Raymond Loewy

Loewy Estate Takes First Steps Toward Museum, Library Opening

The Estate of Raymond Loewy is proud to announce plans towards fund raising drive for the new Raymond Loewy Museum of Industrial Design—a 501c3 non-profit—to be located in Southern California.

Loewy’s son-in-law and curator David Hagerman hope to eventually break ground on the new facility.
While showcasing the works of America’s most prominent industrial designer, the museum will feature ongoing exhibitions of established artists and today’s avant-garde.

“The Loewy,” as originally envisioned by Raymond Loewy’s late daughter Laurence Loewy, will be dedicated to education. The museum will invite noted designers and artists of all fields to share their wisdom/experiences and insights with secondary level students seeking a career in design or the arts.

A state of the art, interactive media experience will warmly welcome young students to the world of art appreciation and help explain how good design improves the quality of our daily lives.

Loewy design icons include the blue and gold color scheme for Air Force One, NASA interiors for Skylab and Apollo, streamlined locomotives for the Pennsylvania Railroad, Greyhound’s Scenicruiser bus, the 1953 Studabaker Starliner and 1963 Avanti, the Sears Coldspot refrigerator and Lucky Strike pack. Famous Loewy logos include Exxon, Shell, BP, COKE, US Postal Service, Nabisco, Quaker, TWA, United, Canada Dry, Corona and European favorites New Man, LU and Spar.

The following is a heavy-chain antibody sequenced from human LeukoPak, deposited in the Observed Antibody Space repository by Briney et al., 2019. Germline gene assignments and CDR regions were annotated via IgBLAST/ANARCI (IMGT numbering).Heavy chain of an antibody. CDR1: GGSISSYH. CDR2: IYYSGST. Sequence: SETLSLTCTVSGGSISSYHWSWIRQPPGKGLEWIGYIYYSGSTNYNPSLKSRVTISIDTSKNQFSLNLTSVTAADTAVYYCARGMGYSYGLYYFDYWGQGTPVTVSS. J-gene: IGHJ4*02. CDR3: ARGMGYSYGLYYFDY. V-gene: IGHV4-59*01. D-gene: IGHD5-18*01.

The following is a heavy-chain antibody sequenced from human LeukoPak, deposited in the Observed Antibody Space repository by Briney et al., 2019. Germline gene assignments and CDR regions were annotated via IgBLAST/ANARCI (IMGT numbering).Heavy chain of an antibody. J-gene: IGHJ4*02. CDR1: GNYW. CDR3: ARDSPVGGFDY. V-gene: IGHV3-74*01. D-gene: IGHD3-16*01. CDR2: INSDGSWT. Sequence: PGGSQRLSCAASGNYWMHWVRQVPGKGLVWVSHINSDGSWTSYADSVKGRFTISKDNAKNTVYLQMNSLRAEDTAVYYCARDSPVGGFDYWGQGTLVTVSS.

The mission of the Raymond Loewy Museum of Industrial Design is to promote and enhance the understanding of industrial design as a creative process, profession, marketing force and positive cultural dynamic founded upon the legacy of Raymond Loewy. Raymond Loewy, the most influential industrial designer of the 20th century, designed everything from lipsticks to locomotives. Cosmopolitan magazine said, “Loewy has probably affected the daily life of more Americans than any other man of his time.”

Raymond Loewy was the first celebrity designer to grace the cover of Time magazine.

The genius of Raymond Loewy revolved around his ability to understand and anticipate the needs of the modern consumer better than anyone else, giving them style and peace of mind.

Raymond Loewy was the first celebrity designer to grace the cover of Time magazine.

Seventy years ago Raymond Loewy launched the industrial design movement that changed the look of American life.

Loewy rode a Harley-Davidson before Billy Idol was even born, hung out with the Kennedys and had a slate grey post-modern house before they were invented.

Loewy was the ultimate style guru. If he fancied a new car, he’d buy one and totally redesign the body in his own style. His houses in New York, Paris, St. Tropez and Palm Springs were odes to simplicity and beauty.

Enduring Loewy designs include Air Force One, Lucky Strike and variations of the modern Coca-Cola bottle with white lettering. Enduring logos include Shell, Exxon, Quaker, Canada Dry, Spar and New Man.

Life selected Loewy as one of the 100 most important Americans of the 20th Century.